A Mansoura criminal court upheld a death sentence given to a man accused of belonging to a terrorist cell, inciting violence and receiving training in Gaza.
The accused was sentenced alongside numerous other defendants who received life sentences.
Amer Mosaad Abdel-Hamid’s sentence of death by hanging was ratified by the Grand Mufti for the charges that claim he belonged to a Muslim Brotherhood-affiliated terrorist cell targeting and killing the movement’s opponents in Mansoura. Abdel-Hamid, 29, the alleged leader of the cell, is also accused in the trial court of having received militancy training in Gaza.
Alongside Abdel-Hamid, 13 others received life imprisonment, though it is understood that most or all of them were tried in absentia.
At the time of Abdel-Hamid’s arrest in December 2013, the Ministry of Interior released a statement allegedly confessing that, alongside other Brotherhood members, they were trained on how to “target state facilities, wreak chaos across the country and disturb public peace and security”.
In a statement attributed to Abdel-Hamid published online a few hours before the verdict, he said he had been held in solitary confinement for over a year and was tortured into a guilty plea.
“Do not tell me there is nothing you can do, you can do a lot. Pray for me, tell the world about me, spread the news. Tell them I was tortured and confessed to be saved from the torture,” the statement reads. “I did not realise I would be awaiting four death sentences, tell them I do not deserve to be killed.”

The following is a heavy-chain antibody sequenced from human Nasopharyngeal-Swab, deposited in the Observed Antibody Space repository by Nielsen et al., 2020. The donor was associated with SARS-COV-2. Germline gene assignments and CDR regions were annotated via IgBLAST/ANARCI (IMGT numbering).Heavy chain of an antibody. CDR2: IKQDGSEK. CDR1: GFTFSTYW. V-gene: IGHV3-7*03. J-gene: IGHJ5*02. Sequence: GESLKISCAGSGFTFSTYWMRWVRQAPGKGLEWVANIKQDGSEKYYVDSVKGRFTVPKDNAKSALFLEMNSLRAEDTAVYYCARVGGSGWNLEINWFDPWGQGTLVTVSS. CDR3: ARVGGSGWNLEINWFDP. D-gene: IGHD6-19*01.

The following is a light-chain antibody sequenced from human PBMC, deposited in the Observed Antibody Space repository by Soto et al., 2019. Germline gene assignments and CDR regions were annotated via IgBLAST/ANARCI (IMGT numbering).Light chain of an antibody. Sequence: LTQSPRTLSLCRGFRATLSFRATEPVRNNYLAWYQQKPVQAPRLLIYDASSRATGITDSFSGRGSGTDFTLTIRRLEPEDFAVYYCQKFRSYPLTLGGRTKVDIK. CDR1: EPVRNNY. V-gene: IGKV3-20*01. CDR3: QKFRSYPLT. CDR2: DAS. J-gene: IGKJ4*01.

Like the controversial execution of six men from the ‘Arab Sharkas cell’ Sunday, in Abdel-Hamid’s cases it is alleged by his supporters that some of the charges levelled against him occurred after he was arrested. Newspaper reports confirm that Abdel-Hamid was arrested 8 December 2013 for violence and belonging to a terrorist cell in Mansoura. However, Abdel-Hamid’s family have stated that included in the charges is responsibility for the 24 December bombing of the Daqahleya Security Directorate. Attempts to speak to Abdel-Hamid’s lawyer were unsuccessful.
The 24 December bombing led to the deaths of 14 people and partly destroyed the directorate building.
In a statement published by the Egyptian Coordination for Rights and Freedoms, Abdel-Hamid’s family claim he will be the first Egyptian to receive four death sentences. They also reiterate that he was tortured in to confession and that the charges are fabricated.
Previously, Abdel-Hamid’s defence lawyer Mohamed El-Sherbini stressed there are discrepancies between the detective and police report and information reported by eyewitnesses.
While the mufti’s referral is necessary for the approval of a death sentence in the Egyptian legal system, this decision can still be appealed.
According to reporters attending the trial, security was heightened markedly, with surrounding roads closed and many security officers stationed. On Saturday, after the death sentence handed to Mohamed Morsi, three judges were killed in North Sinai. It was also reported that family members were barred from today’s trial at Mansoura criminal court.